Corporate America's earnings season was ugly.
In the last three months of 2015, earnings declined 4% at the largest 500 publicly-traded companies compared to a year ago. It was the largest drop since 2009, according to Bank of America Merrill Lynch research.
Energy companies accounted for much of the decline as oil prices have continued to fall. Earnings growth for energy firms slowed by 75% in the fourth quarter. Excluding energy, earnings increased a tiny bit, 1.7%.
Sales didn't fare much better. Sales at S&P 500 companies fell 2.5% on the year.
Still, the low growth outside of energy reflects how much America's biggest companies, such as Apple (Tech30), are hurt by weak global demand and , the strong dollar. When the dollar gains in value, it makes companies' products, more expensive, and less attractive, to foreign buyers.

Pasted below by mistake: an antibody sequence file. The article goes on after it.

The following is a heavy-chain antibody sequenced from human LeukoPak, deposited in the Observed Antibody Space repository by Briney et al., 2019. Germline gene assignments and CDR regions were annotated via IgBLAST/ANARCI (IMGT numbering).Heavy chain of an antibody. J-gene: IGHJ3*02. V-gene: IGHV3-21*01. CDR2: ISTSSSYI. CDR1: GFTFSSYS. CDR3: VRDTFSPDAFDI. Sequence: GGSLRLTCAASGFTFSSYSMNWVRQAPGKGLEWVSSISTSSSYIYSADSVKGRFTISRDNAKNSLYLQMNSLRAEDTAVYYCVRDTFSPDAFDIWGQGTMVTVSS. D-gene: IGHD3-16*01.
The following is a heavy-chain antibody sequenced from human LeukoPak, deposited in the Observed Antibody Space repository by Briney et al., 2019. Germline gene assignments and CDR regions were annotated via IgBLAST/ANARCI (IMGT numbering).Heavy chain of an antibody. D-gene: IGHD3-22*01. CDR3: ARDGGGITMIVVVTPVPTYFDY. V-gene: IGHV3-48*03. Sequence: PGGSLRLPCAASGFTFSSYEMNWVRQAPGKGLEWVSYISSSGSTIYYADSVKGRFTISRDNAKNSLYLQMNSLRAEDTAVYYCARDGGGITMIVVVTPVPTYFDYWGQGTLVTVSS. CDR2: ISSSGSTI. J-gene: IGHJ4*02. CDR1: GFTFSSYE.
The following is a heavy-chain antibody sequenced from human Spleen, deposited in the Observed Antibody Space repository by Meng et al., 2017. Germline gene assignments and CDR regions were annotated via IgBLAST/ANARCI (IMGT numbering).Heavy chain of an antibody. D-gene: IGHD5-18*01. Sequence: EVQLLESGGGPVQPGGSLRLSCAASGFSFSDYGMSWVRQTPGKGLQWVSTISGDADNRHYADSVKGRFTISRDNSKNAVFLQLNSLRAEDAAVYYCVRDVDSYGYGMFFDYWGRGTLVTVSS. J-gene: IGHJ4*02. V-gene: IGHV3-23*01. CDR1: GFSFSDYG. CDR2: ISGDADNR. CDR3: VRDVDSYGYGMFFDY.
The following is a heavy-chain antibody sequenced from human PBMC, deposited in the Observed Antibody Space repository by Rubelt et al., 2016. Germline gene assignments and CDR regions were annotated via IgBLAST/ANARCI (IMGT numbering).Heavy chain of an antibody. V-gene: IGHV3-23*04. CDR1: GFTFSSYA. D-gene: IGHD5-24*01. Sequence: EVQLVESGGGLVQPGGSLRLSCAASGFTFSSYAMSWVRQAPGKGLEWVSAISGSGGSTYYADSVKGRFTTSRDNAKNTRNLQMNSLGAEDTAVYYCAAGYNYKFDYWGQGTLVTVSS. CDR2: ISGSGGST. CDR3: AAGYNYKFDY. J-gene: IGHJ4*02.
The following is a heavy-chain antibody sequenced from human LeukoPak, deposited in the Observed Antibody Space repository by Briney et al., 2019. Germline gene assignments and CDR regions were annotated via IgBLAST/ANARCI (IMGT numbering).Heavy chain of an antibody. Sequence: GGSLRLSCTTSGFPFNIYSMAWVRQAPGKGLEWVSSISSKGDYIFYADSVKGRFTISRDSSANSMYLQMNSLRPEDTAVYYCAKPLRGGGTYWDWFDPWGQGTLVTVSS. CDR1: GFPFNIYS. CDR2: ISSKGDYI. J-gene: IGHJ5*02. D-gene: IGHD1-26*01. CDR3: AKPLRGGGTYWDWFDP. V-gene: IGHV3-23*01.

The decline in earnings growth doesn't mean companies aren't making a pretty penny. Apple still posted a record profit in its fourth quarter. But CEO Tim Cook warned that iPhone sales could start to decline this year, hurt by its sales from overseas.
Those weak earnings hurt stocks in recent weeks while volatility and fear gripped markets too. The Nasdaq is down about 10% so far this year while the Dow and S&P 500 have each lost more than 5.5% over the same time.